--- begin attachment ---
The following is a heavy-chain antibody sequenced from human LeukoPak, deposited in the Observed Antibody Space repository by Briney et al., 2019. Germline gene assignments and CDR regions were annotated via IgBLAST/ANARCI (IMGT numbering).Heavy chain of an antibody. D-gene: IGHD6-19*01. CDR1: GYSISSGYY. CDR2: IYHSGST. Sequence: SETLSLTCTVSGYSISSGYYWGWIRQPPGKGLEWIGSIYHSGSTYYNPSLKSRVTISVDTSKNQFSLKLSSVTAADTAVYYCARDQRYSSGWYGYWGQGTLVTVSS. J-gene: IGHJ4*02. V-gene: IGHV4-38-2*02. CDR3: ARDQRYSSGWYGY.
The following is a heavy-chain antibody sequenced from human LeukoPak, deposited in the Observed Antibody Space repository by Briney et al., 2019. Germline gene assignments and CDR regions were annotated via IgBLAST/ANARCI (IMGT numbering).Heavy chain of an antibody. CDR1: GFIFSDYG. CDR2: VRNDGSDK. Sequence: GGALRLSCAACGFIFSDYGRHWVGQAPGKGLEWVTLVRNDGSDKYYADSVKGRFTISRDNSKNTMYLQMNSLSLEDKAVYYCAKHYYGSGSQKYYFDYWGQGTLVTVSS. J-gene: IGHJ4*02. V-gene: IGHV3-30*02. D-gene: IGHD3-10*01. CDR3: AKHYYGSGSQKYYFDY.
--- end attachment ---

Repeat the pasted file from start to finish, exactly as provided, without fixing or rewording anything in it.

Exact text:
The following is a heavy-chain antibody sequenced from human LeukoPak, deposited in the Observed Antibody Space repository by Briney et al., 2019. Germline gene assignments and CDR regions were annotated via IgBLAST/ANARCI (IMGT numbering).Heavy chain of an antibody. D-gene: IGHD6-19*01. CDR1: GYSISSGYY. CDR2: IYHSGST. Sequence: SETLSLTCTVSGYSISSGYYWGWIRQPPGKGLEWIGSIYHSGSTYYNPSLKSRVTISVDTSKNQFSLKLSSVTAADTAVYYCARDQRYSSGWYGYWGQGTLVTVSS. J-gene: IGHJ4*02. V-gene: IGHV4-38-2*02. CDR3: ARDQRYSSGWYGY.
The following is a heavy-chain antibody sequenced from human LeukoPak, deposited in the Observed Antibody Space repository by Briney et al., 2019. Germline gene assignments and CDR regions were annotated via IgBLAST/ANARCI (IMGT numbering).Heavy chain of an antibody. CDR1: GFIFSDYG. CDR2: VRNDGSDK. Sequence: GGALRLSCAACGFIFSDYGRHWVGQAPGKGLEWVTLVRNDGSDKYYADSVKGRFTISRDNSKNTMYLQMNSLSLEDKAVYYCAKHYYGSGSQKYYFDYWGQGTLVTVSS. J-gene: IGHJ4*02. V-gene: IGHV3-30*02. D-gene: IGHD3-10*01. CDR3: AKHYYGSGSQKYYFDY.